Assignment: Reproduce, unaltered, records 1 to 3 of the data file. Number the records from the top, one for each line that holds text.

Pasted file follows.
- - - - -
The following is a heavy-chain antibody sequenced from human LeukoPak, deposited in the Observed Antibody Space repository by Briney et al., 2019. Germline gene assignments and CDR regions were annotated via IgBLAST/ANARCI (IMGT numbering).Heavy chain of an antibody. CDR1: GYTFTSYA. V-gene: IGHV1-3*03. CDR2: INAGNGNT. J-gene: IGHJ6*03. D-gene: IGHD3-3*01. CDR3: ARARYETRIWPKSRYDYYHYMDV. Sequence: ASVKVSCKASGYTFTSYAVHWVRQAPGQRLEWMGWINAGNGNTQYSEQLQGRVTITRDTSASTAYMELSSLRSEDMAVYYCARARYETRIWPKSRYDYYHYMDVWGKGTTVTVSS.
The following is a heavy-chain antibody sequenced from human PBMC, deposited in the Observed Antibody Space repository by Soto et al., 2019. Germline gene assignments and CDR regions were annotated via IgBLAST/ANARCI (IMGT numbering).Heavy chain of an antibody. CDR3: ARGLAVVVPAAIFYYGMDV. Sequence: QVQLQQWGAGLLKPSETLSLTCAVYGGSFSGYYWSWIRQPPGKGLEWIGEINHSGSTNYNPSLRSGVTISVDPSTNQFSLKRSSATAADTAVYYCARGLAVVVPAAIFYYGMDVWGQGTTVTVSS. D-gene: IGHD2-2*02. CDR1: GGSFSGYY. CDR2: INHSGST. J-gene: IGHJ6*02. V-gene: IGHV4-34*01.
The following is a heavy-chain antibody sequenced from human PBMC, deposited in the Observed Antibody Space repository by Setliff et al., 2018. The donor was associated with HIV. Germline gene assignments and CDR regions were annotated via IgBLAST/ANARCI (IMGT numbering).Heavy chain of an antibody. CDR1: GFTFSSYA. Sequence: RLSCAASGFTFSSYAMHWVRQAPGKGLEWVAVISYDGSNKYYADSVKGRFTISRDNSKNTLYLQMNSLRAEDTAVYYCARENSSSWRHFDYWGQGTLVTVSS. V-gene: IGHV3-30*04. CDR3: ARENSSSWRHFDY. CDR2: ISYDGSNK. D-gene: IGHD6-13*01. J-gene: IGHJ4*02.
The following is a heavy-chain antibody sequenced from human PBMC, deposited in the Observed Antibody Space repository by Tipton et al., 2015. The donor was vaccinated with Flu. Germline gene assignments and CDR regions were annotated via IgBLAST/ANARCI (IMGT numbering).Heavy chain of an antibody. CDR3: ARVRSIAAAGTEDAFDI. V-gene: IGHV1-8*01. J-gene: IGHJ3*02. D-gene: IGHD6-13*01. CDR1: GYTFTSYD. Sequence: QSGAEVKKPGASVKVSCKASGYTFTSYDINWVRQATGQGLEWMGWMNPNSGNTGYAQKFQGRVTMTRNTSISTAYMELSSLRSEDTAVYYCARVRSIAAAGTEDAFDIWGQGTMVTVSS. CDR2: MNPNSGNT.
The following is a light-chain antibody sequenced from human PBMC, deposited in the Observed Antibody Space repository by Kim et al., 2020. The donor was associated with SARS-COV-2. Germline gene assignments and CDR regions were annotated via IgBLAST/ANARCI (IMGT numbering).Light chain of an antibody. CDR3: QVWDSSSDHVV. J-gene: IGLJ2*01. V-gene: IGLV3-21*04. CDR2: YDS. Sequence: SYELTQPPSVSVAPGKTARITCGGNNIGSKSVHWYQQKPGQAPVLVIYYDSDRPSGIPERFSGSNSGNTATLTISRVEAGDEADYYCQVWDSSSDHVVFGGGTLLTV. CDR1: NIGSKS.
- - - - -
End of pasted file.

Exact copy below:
The following is a heavy-chain antibody sequenced from human LeukoPak, deposited in the Observed Antibody Space repository by Briney et al., 2019. Germline gene assignments and CDR regions were annotated via IgBLAST/ANARCI (IMGT numbering).Heavy chain of an antibody. CDR1: GYTFTSYA. V-gene: IGHV1-3*03. CDR2: INAGNGNT. J-gene: IGHJ6*03. D-gene: IGHD3-3*01. CDR3: ARARYETRIWPKSRYDYYHYMDV. Sequence: ASVKVSCKASGYTFTSYAVHWVRQAPGQRLEWMGWINAGNGNTQYSEQLQGRVTITRDTSASTAYMELSSLRSEDMAVYYCARARYETRIWPKSRYDYYHYMDVWGKGTTVTVSS.
The following is a heavy-chain antibody sequenced from human PBMC, deposited in the Observed Antibody Space repository by Soto et al., 2019. Germline gene assignments and CDR regions were annotated via IgBLAST/ANARCI (IMGT numbering).Heavy chain of an antibody. CDR3: ARGLAVVVPAAIFYYGMDV. Sequence: QVQLQQWGAGLLKPSETLSLTCAVYGGSFSGYYWSWIRQPPGKGLEWIGEINHSGSTNYNPSLRSGVTISVDPSTNQFSLKRSSATAADTAVYYCARGLAVVVPAAIFYYGMDVWGQGTTVTVSS. D-gene: IGHD2-2*02. CDR1: GGSFSGYY. CDR2: INHSGST. J-gene: IGHJ6*02. V-gene: IGHV4-34*01.
The following is a heavy-chain antibody sequenced from human PBMC, deposited in the Observed Antibody Space repository by Setliff et al., 2018. The donor was associated with HIV. Germline gene assignments and CDR regions were annotated via IgBLAST/ANARCI (IMGT numbering).Heavy chain of an antibody. CDR1: GFTFSSYA. Sequence: RLSCAASGFTFSSYAMHWVRQAPGKGLEWVAVISYDGSNKYYADSVKGRFTISRDNSKNTLYLQMNSLRAEDTAVYYCARENSSSWRHFDYWGQGTLVTVSS. V-gene: IGHV3-30*04. CDR3: ARENSSSWRHFDY. CDR2: ISYDGSNK. D-gene: IGHD6-13*01. J-gene: IGHJ4*02.